Document Actions

No section



The editorial of our last issue started with admiring how fast and effectively the world shifted many activities to the digital realm during the COVID-19 crisis. Indeed, within a few weeks we all became experts of Zoom, Teams and BigBlueButton, hosted and attended webinars, and tested the options of various e-learning tools. While this certainly has been a tremendous leap forward, now, as this extraordinary summer semester has come to an end, maybe the time has arrived to assess the boundaries of going digital.


What I personally have been missing a lot, are these magical moments during the lecture when someone asks you a question and you must admit that you have never really thought about it from this perspective. Or, when students start debating a topic amongst each other so that you can happily just step aside feeling content that they are intrigued by the subject that you just introduced. These situations have not (yet) happened to me in online lectures. Surely, we have also become aware of how different we are concerning learning and teaching preferences – as some of us enjoy digital learning so much more than others.


And as the holiday season started, it has become obvious that it’s not really possible to have an e-vacation: hiking in virtual mountains does not make you sweat and when swimming in the digital sea you do not feel the waves. And while of course we can send each other the 101st perfect sunset photo from the beach, we still cannot share the taste of wild strawberries or Aperol Spritz online.


But coming back to the possibilities of digital world and legal matters, our summer issue offers a lot of new insights regarding digital copyright and data privacy questions. Liliia Oprysk explores the broader implications of the CJEU’s Tom Kabinet decision on secondary communication and advocates a casuistic approach which considers the initial authorisation of communication, remuneration obtained by the right holder, and the potential interference with a work’s exploitation. Pinar Oruç analyses the copyright implications of the method, purposes and the level of collaboration in 3D digitisation of cultural heritage and argues that it is possible, and in some instances even very likely, that 3D projects lead to protectable outcomes under the EU copyright law. Andreas Rahmatian discusses the concept of dematerialised property and its application to debts, money and intellectual property. And a group of leading European copyright scholars, the European Copyright Society, have created an impressive set of comments on the implementation of different articles of the new DSM directive - surely extremely valuable guidelines for national legislators.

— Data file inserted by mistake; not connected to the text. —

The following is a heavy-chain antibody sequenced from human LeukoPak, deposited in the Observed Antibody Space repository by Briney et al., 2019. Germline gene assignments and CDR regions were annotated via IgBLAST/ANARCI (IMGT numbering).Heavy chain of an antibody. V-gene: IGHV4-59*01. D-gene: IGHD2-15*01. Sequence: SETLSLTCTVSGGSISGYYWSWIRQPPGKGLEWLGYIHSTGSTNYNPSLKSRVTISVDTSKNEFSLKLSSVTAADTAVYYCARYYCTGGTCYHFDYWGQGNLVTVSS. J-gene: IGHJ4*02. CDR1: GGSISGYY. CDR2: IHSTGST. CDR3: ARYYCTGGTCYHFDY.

From the data protection side, Bart van der Sloot observes that the European Court of Human Rights has recently undergone a revolutionary transformation and now formally assesses the quality of Member States’ laws and even advises the national legislators on how to make their legal systems Convention-compliant. He puts forward an intriguing argument that the European Court of Human Rights has thereby gradually turned into a European Constitutional Court for privacy cases. Maurice Schellekens, in turn, asks who is or who are the data controller(s) in a permissionless blockchain context and argues that there are good reasons to consider the administrators of nodes together with the core developers as joint controllers. However, he also admits that there is currently not enough coordination within the blockchain that is necessary for adequate data protection. Finally, the “Consumer Law Days 2019” conference report provides an elaborate overview on the discussions on designing the regulatory framework for data access in the digital economy with an emphasis on consumer interests and public welfare.


Have a nice summer and we hope you enjoy reading this issue!

Karin Sein, University of Tartu





Any party may pass on this Work by electronic means and make it available for download under the terms and conditions of the Digital Peer Publishing License. The text of the license may be accessed and retrieved at

JIPITEC – Journal of Intellectual Property, Information Technology and E-Commerce Law
Article search
Extended article search
Subscribe to our newsletter
Follow Us